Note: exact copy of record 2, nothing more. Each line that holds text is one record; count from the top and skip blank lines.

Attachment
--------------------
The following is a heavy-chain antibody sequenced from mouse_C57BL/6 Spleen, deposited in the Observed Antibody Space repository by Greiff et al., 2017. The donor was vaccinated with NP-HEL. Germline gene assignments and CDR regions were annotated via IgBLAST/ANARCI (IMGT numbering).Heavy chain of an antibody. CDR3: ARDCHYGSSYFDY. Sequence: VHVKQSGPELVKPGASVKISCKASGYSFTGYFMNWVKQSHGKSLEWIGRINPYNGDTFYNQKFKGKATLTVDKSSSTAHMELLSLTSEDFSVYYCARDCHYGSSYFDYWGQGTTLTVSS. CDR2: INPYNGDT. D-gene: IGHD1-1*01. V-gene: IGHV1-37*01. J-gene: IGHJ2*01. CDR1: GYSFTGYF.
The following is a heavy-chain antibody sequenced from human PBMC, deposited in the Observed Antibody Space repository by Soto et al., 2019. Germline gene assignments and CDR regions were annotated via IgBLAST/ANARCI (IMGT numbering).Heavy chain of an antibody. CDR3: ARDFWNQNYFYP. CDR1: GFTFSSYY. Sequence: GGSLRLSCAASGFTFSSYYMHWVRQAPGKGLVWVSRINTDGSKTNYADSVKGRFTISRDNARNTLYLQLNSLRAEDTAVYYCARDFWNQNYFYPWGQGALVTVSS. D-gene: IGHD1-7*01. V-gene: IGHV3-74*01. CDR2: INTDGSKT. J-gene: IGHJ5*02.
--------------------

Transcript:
The following is a heavy-chain antibody sequenced from human PBMC, deposited in the Observed Antibody Space repository by Soto et al., 2019. Germline gene assignments and CDR regions were annotated via IgBLAST/ANARCI (IMGT numbering).Heavy chain of an antibody. CDR3: ARDFWNQNYFYP. CDR1: GFTFSSYY. Sequence: GGSLRLSCAASGFTFSSYYMHWVRQAPGKGLVWVSRINTDGSKTNYADSVKGRFTISRDNARNTLYLQLNSLRAEDTAVYYCARDFWNQNYFYPWGQGALVTVSS. D-gene: IGHD1-7*01. V-gene: IGHV3-74*01. CDR2: INTDGSKT. J-gene: IGHJ5*02.